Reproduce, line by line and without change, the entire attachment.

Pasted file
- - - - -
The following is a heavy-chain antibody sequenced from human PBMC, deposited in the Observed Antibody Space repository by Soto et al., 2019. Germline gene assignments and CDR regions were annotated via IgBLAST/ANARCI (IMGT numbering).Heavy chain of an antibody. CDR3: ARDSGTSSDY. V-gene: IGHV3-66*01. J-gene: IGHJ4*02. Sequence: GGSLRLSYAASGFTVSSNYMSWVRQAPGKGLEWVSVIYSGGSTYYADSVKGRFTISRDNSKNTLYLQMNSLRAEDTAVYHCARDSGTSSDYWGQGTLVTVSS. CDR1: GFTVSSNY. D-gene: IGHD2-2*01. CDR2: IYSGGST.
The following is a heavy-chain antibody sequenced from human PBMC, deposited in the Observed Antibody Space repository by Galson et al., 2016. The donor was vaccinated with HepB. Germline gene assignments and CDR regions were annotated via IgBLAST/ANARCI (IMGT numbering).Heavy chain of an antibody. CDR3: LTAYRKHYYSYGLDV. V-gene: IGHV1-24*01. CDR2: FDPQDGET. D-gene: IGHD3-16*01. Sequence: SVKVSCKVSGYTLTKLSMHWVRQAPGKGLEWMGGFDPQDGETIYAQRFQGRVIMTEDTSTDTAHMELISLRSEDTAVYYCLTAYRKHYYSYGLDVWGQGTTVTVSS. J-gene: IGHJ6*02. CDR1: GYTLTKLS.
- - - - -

The following is a heavy-chain antibody sequenced from human PBMC, deposited in the Observed Antibody Space repository by Soto et al., 2019. Germline gene assignments and CDR regions were annotated via IgBLAST/ANARCI (IMGT numbering).Heavy chain of an antibody. CDR3: ARDSGTSSDY. V-gene: IGHV3-66*01. J-gene: IGHJ4*02. Sequence: GGSLRLSYAASGFTVSSNYMSWVRQAPGKGLEWVSVIYSGGSTYYADSVKGRFTISRDNSKNTLYLQMNSLRAEDTAVYHCARDSGTSSDYWGQGTLVTVSS. CDR1: GFTVSSNY. D-gene: IGHD2-2*01. CDR2: IYSGGST.
The following is a heavy-chain antibody sequenced from human PBMC, deposited in the Observed Antibody Space repository by Galson et al., 2016. The donor was vaccinated with HepB. Germline gene assignments and CDR regions were annotated via IgBLAST/ANARCI (IMGT numbering).Heavy chain of an antibody. CDR3: LTAYRKHYYSYGLDV. V-gene: IGHV1-24*01. CDR2: FDPQDGET. D-gene: IGHD3-16*01. Sequence: SVKVSCKVSGYTLTKLSMHWVRQAPGKGLEWMGGFDPQDGETIYAQRFQGRVIMTEDTSTDTAHMELISLRSEDTAVYYCLTAYRKHYYSYGLDVWGQGTTVTVSS. J-gene: IGHJ6*02. CDR1: GYTLTKLS.